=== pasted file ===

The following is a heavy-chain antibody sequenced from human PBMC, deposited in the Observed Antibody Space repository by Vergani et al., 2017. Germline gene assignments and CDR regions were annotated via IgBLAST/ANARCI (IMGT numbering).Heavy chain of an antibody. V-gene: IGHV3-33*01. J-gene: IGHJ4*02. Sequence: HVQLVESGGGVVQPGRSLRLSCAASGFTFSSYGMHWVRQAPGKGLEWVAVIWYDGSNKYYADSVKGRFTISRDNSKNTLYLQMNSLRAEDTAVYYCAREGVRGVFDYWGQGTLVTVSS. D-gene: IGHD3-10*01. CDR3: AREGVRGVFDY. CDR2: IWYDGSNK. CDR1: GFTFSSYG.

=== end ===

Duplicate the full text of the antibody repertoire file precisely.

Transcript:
The following is a heavy-chain antibody sequenced from human PBMC, deposited in the Observed Antibody Space repository by Vergani et al., 2017. Germline gene assignments and CDR regions were annotated via IgBLAST/ANARCI (IMGT numbering).Heavy chain of an antibody. V-gene: IGHV3-33*01. J-gene: IGHJ4*02. Sequence: HVQLVESGGGVVQPGRSLRLSCAASGFTFSSYGMHWVRQAPGKGLEWVAVIWYDGSNKYYADSVKGRFTISRDNSKNTLYLQMNSLRAEDTAVYYCAREGVRGVFDYWGQGTLVTVSS. D-gene: IGHD3-10*01. CDR3: AREGVRGVFDY. CDR2: IWYDGSNK. CDR1: GFTFSSYG.